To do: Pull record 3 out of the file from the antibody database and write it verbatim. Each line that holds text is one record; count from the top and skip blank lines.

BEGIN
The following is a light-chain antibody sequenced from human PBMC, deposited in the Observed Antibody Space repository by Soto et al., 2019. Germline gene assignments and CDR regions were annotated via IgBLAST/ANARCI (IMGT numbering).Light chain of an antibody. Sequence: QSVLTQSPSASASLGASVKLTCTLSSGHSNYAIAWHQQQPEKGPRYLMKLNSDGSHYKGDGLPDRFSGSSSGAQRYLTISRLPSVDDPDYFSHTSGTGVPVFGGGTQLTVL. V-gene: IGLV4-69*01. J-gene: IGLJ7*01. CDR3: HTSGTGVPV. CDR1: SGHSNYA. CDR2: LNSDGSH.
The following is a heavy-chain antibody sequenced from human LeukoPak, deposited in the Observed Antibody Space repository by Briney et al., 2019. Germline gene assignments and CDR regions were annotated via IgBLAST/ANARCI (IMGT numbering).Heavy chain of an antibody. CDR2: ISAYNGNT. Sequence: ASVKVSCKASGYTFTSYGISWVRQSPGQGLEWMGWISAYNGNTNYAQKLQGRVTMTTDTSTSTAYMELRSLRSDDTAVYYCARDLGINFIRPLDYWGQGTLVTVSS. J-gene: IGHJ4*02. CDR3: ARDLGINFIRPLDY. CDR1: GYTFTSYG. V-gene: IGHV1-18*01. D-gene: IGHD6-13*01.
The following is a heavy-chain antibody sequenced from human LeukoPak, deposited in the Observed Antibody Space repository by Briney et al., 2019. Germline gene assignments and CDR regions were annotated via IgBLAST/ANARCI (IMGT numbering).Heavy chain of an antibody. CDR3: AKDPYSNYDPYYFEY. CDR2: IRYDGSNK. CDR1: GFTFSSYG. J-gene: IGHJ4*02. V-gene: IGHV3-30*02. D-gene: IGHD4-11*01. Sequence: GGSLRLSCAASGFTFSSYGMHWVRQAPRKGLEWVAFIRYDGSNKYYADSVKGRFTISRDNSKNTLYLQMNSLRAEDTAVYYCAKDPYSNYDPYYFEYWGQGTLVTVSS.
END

The following is a heavy-chain antibody sequenced from human LeukoPak, deposited in the Observed Antibody Space repository by Briney et al., 2019. Germline gene assignments and CDR regions were annotated via IgBLAST/ANARCI (IMGT numbering).Heavy chain of an antibody. CDR3: AKDPYSNYDPYYFEY. CDR2: IRYDGSNK. CDR1: GFTFSSYG. J-gene: IGHJ4*02. V-gene: IGHV3-30*02. D-gene: IGHD4-11*01. Sequence: GGSLRLSCAASGFTFSSYGMHWVRQAPRKGLEWVAFIRYDGSNKYYADSVKGRFTISRDNSKNTLYLQMNSLRAEDTAVYYCAKDPYSNYDPYYFEYWGQGTLVTVSS.